But I brushed her teeth in the bath (can’t really keep her still anywhere else), and I cleaned her ears, and washed her with lavender bath soap, then I wetted her hair and washed it. The whole process was straightforward and rather mechanical, I washed her while she played while I went over in my head what it was that happened to make my day at work so very, very hard.

She grabbed her squirt bottle, one of her bath toys, one that we got for free from somewhere, while she disregarded the two dozen other mutlicoloured toys thay we paid for, and tried to squeeze with all her might to squirt her daddy. There wasn’t enough water so Daddy filled it. She tried to squirt me but I held up my hand so I wouldn’t get wet, but she kept on trying and laughing.

That is when I stopped and smiled at her. I then leaned over, refilled up her water bottle, and let her go to it. She squirted me in the face, my hair, my shoulders. She even stood up in the bath to make sure that I got the hair on the back of my neck wet. I then sprayed her. Then she sprayed me. And we both laughed. She started to kick in the bath and throw up all kinds of water. Not wanting to be shown up my an eighteen month old, I showed her what for and tossed water all over the bathtub. All over her, all over me. Splashing and making waves while she fell over laughing. I picked her up and splashed some more. The water was starting to get cold, so I started to pack away the bath toys, telling her to pull the plug (‘Tug The Gator, actually. Her bath plus is a little green alligator). She splashed and splashed until the last of the water went away. There were some bubble left over, so she played with those. She turned back around and stared at the drain.

“Awgun?” she asked

“Yup,” I answered. “All gone. Ready to rock and roll?”

“Wockinwoll,” she smiled and held up her arms. “Up?”

I wrapped her in her pink terry cloth towel with the little hood, let her laugh at her wet, curly hair in the mirror (and her hair is curly after the bath ; I like to make it into a curly mohawk and get it to dry that way so she has a curly mohawk all the next day), and then took her to her bedroom to get changed into her peejays. She wore her two piece white ones with the little, pink piggies on them the night before, but they weren’t that dirty and she looked so cute in them that I wanted to put her in them again.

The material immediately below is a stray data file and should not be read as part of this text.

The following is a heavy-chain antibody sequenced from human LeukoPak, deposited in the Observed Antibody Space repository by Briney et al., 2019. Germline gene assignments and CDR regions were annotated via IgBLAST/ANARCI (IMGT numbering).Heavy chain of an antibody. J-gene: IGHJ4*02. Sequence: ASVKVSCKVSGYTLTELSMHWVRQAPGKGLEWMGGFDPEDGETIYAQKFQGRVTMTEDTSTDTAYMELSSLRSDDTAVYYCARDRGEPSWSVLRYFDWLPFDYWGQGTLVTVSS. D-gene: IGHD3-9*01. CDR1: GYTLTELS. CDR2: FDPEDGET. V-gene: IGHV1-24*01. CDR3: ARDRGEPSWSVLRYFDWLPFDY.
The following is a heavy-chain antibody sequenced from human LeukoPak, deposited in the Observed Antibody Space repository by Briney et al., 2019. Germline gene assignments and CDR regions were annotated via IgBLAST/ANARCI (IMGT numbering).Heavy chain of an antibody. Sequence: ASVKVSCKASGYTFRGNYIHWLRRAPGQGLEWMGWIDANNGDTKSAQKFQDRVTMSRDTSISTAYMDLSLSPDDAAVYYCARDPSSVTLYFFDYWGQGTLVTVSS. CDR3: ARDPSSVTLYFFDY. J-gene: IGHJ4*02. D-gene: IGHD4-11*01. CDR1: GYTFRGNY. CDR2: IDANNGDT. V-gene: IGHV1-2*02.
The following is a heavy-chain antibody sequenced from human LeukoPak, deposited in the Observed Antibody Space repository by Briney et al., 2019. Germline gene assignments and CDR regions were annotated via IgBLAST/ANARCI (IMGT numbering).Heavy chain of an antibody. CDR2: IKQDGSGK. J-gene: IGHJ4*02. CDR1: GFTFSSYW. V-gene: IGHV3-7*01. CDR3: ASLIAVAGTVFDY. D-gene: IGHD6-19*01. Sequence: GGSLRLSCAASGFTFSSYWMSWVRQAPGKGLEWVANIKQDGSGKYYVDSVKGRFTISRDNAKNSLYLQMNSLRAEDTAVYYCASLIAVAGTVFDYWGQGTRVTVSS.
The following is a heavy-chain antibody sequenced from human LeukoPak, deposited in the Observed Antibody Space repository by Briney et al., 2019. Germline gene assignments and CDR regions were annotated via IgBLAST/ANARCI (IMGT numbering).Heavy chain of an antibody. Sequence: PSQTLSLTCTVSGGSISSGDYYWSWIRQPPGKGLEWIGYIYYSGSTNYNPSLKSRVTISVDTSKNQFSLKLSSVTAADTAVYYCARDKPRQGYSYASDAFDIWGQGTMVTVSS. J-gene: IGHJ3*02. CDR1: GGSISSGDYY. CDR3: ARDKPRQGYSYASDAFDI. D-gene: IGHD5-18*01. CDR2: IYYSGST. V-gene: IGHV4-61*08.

“Hans?” She asked. “Hans?”

“Yes, honey,” I said. “I’ll put your lotion on.” Which is a lavender lotion that I rub on her back and her chest and her neck and arms. I put some on the palms of her two hands and she rubs them into her chubby little legs.

“Lubooo,” she said when she was done. “Lubooo.”

“Love you too, honey, ” I said. “Give Daddy a kiss.”

“Lubooo,” she said and puckered up to give me a kiss.

Mommy came in not long after and wondered what all the noise was about. I had no idea what she was asking. Same thing about the bad day at work. She asked me if I wanted to talk about it, to make sure that I was okay. Our conversation late in the afternoon had not been a good one or a long one and I think she was kind of worried. I hadn’t had a bad day at all, I told my wife with a smile. As a matter of fact, it had shaped out to be pretty cool.

And that, my friends, is Water Therapy

Us Two

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One Response to Water Therapy

  1. Bobby says:

    I love that you write as tangentially as I think.